The group had played earlier in the day on the corner of 5th and Brazos, and clad in matching white outfits, had drawn a sizable crowd of passersby — many of whom then sought them later at Copa. During the day, the sound created a pack of toe-tapping, head-nodding new fans. In the evening, though, the music transformed from outdoor curiosity into indoor dance music. The little room ended up jammed with dancers grooving to the sound of the Pacific coast of Colombia.
That traditional sound is a mishmash of African and Caribbean sounds, and if you close your eyes you can hear hints of West African and Afro-Cuban music. Grupo Canalon, though, is dedicated to keeping alive the Afro-Colombian sounds that germinated when African slaves arrived in the 19th century, bringing with them their rhythms. Hipster reissue labels have been scouring Colombia for early recordings of this music, perhaps unaware that groups like Grupo Canalon are dedicated to bringing the sound to new ears. These ears felt quite relieved to relax, take in the rhythms and groove alongside the least pretentious, and one of the most enthusiastic, crowds in Austin, Texas.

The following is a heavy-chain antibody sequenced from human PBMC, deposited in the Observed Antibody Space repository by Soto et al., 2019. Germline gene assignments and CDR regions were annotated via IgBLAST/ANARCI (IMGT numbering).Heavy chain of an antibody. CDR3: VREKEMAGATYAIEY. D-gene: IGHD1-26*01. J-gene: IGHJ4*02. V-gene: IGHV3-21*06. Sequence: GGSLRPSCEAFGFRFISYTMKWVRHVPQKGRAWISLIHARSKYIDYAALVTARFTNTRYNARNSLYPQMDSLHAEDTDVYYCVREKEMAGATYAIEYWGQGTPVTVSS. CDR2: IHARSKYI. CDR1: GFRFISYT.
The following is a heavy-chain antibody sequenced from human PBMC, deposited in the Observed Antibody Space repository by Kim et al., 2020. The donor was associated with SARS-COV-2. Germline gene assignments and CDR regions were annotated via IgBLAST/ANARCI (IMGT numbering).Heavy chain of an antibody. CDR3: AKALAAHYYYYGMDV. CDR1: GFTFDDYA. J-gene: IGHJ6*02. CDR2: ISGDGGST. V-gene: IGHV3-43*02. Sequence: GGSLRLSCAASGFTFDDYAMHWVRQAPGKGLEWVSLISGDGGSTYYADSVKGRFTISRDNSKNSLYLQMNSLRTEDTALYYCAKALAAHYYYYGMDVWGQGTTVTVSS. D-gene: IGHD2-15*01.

Down the street was a very happy bunch of Nigerian emigres giddy that Nigerian rapper Naeto C was onstage. Presented by Spinlet Music, a digital music company that focuses on mobile phone distribution across Africa, the showcase featured a host of Lagos artists who, judging by the tightly packed shout-along crowd at the itsy Beso Cantina, are getting their message into the ears of a devoted Nigerian American audience. Naeto, who is now based in Houston, presented bounce-along tracks rapped in English that drew on complicated rhythms but were cut of the same general cloth as their American pop-rap counterparts.
American labels have started looking to Africa for artists more and
Category: Africa News